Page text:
I would soon discover that Death wasn’t a fear for Claudia Anne Wicke.
It was an obsession.
Last summer I started work as a “bagger” for Comeaux’s Grocery. I quickly moved up to “stocker,” which suited me just fine, as I didn’t have to deal with customers who said asinine things like:
“Young man, please don’t put those cans on top of my carton of eggs.”
Thanks for reminding me, old woman. I was just about to do that.
Although I was supposed to quit the job when school started, I was able to convince Mom and Dad to let me work Saturdays (and some nights on Thursdays, the day the new shipments came in) as long as my grades didn’t suffer. So, with the addition of the varsity football games where the band played on Friday nights, I was pretty busy at the beginning of my junior year.
The cool thing about working for Comeaux’s was that I was able to get discounts on books and magazines and (best yet) stuff for Halloween.
The last weekend in September, I was stocking the canned vegetables on a Thursday night when I heard a familiar voice say, “Hey, Graves, your Halloween selection sucks.”
I looked up and saw a shadowy figure gliding down the aisle past me.
“Yeah well, what do you expect? This isn’t Eerie’s.”
She stopped in the middle of the aisle, her back to me. The only sign that I’d intrigued her. “What’s that?”
“It’s a Halloween warehouse store in Austin.”
Of course, the selection at Comeaux’s Grocery was typical of a store its size. I figured I’d pick up a few of the essentials there—candy, glow sticks, black lights, maybe a cheap-looking paper skeleton. But I saved my money for the trip into Austin, which was around an hour away, where I would stock up on the unique, harder to get necessities.
Claudia turned and I saw that she was actually wearing sunglasses inside the store. It was killing me not to take the shot, but I didn’t want to extinguish the possibility of an interesting conversation. (It had been a long night so far.)
“Mom doesn’t let us decorate,” Claudia admitted.
Giving a shrug, she replied, “We haven’t since my father died.”
She stood there and
have been looking in my direction, though I couldn’t actually see her eyes through the shades. So, I went back to stamping the cans of French-cut green beans with price stickers.
She sighed and folded her arms. “So when are you going to this Eerie’s place?”
“Sunday morning. You want to come with? I have my own car, y’know.”
Claudia gave me a patronizing look. “And me without my box of cookies.”
I turned back to the green bean cans, before my face started to redden. “Listen, I don’t care what you do. I’m pretty much going anyway.”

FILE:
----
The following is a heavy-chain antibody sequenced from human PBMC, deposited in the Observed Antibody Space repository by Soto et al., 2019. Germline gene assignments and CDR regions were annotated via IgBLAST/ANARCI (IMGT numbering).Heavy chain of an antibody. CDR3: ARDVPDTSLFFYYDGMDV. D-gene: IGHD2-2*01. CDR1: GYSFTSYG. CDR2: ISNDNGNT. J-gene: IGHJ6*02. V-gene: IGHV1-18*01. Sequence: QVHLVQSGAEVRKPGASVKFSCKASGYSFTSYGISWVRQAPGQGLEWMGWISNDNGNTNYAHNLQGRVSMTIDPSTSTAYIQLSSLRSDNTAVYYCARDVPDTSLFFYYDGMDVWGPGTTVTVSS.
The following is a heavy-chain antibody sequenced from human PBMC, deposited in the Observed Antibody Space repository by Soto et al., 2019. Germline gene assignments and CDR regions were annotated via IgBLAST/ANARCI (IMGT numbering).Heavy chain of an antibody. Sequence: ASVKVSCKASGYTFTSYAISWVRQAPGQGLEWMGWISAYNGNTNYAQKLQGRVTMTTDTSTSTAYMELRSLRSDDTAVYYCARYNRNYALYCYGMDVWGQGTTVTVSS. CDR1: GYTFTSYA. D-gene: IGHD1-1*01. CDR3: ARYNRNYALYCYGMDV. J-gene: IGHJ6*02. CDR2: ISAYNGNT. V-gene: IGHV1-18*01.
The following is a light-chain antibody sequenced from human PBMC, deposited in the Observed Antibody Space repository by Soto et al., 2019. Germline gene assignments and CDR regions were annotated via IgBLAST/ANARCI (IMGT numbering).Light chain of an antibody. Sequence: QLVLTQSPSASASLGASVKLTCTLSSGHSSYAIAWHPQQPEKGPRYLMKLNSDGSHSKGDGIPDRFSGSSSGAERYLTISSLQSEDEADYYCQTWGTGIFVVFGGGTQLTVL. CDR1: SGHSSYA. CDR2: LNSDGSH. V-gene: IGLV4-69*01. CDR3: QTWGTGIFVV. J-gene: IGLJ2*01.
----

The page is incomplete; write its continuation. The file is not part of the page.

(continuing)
“What, like I want to spend a whole weekend stuck at home with my
.” She put an icy lilt to the last word like it had a bitter taste. “Look, I better get back to the car before she starts thinking I made good on my threat to hitchhike back to DFW. Guess I’ll seeya on Sunday then.”
I gave her a nod and a “seeya.”
After she’d disappeared, I assessed how I felt about this. I was actually excited. I figured it must have something to do with sharing something you loved with someone you felt might appreciate it the way you do.
Growing up, I simply loved the whole season. I love how after a long hot humid summer, the weather takes a change for the better and the breeze takes on that special snap that balances out the warmth of the blazing Texas sun. I wait expectantly for that sudden transformation of color the natural world undergoes, those reds and browns and the oranges. And then there’s the smells in the October air, of pumpkin pies and harvest bonfires and latex monster masks. I loved the spectacle and magic that produces that intangible quality just one step back from the sacred, like the dark interior of a magician’s top hat.
Halloween had commanded my attention the very first time I saw a simple spider web covered skeleton displayed within an old wooden coffin outside an old T G & Y store in Austin--y’know, the ones that don’t exist anymore--back before every display vibrated, made sounds and emitted smoke.
It was only a year later when a Great Aunt on my mother’s side passed away—Mom’s side of the family was the one with the long life genes, while Dad’s had the bad heart genes--and I realized that the Halloween display I saw outside the TG & Y was, in fact, my first introduction to the concept of Death. That skeleton, something tucked away within every last one of us, is a reminder of our own mortality, of the hands of our internal clocks slowly ticking away toward our own personal expiration date.
Though at the time, I didn’t understand my own fascination with Halloween, it dawned on me that perhaps the holiday was nothing more than the way we human beings cope with the Unknown--that dark inviting corridor due south of the end of our long walk through Life.
A terrifying carnival-like journey with candy at the end.